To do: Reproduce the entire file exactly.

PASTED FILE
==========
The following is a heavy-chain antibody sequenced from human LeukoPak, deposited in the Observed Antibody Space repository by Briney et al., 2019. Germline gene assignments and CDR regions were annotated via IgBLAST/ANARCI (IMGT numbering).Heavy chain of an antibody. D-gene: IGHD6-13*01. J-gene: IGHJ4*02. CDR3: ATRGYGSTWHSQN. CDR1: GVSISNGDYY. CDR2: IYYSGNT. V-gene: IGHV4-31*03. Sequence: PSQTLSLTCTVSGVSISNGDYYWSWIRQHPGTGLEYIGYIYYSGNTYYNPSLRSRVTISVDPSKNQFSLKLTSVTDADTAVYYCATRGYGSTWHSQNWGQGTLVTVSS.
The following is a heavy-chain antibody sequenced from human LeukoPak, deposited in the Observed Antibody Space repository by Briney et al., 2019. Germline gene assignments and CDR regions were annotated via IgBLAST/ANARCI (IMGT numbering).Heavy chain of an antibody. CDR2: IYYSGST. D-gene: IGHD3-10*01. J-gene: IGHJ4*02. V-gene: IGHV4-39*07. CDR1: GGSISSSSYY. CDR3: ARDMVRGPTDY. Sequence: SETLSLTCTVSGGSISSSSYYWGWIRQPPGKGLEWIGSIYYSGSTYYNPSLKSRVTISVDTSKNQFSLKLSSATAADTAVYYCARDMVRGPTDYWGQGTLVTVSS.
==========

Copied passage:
The following is a heavy-chain antibody sequenced from human LeukoPak, deposited in the Observed Antibody Space repository by Briney et al., 2019. Germline gene assignments and CDR regions were annotated via IgBLAST/ANARCI (IMGT numbering).Heavy chain of an antibody. D-gene: IGHD6-13*01. J-gene: IGHJ4*02. CDR3: ATRGYGSTWHSQN. CDR1: GVSISNGDYY. CDR2: IYYSGNT. V-gene: IGHV4-31*03. Sequence: PSQTLSLTCTVSGVSISNGDYYWSWIRQHPGTGLEYIGYIYYSGNTYYNPSLRSRVTISVDPSKNQFSLKLTSVTDADTAVYYCATRGYGSTWHSQNWGQGTLVTVSS.
The following is a heavy-chain antibody sequenced from human LeukoPak, deposited in the Observed Antibody Space repository by Briney et al., 2019. Germline gene assignments and CDR regions were annotated via IgBLAST/ANARCI (IMGT numbering).Heavy chain of an antibody. CDR2: IYYSGST. D-gene: IGHD3-10*01. J-gene: IGHJ4*02. V-gene: IGHV4-39*07. CDR1: GGSISSSSYY. CDR3: ARDMVRGPTDY. Sequence: SETLSLTCTVSGGSISSSSYYWGWIRQPPGKGLEWIGSIYYSGSTYYNPSLKSRVTISVDTSKNQFSLKLSSATAADTAVYYCARDMVRGPTDYWGQGTLVTVSS.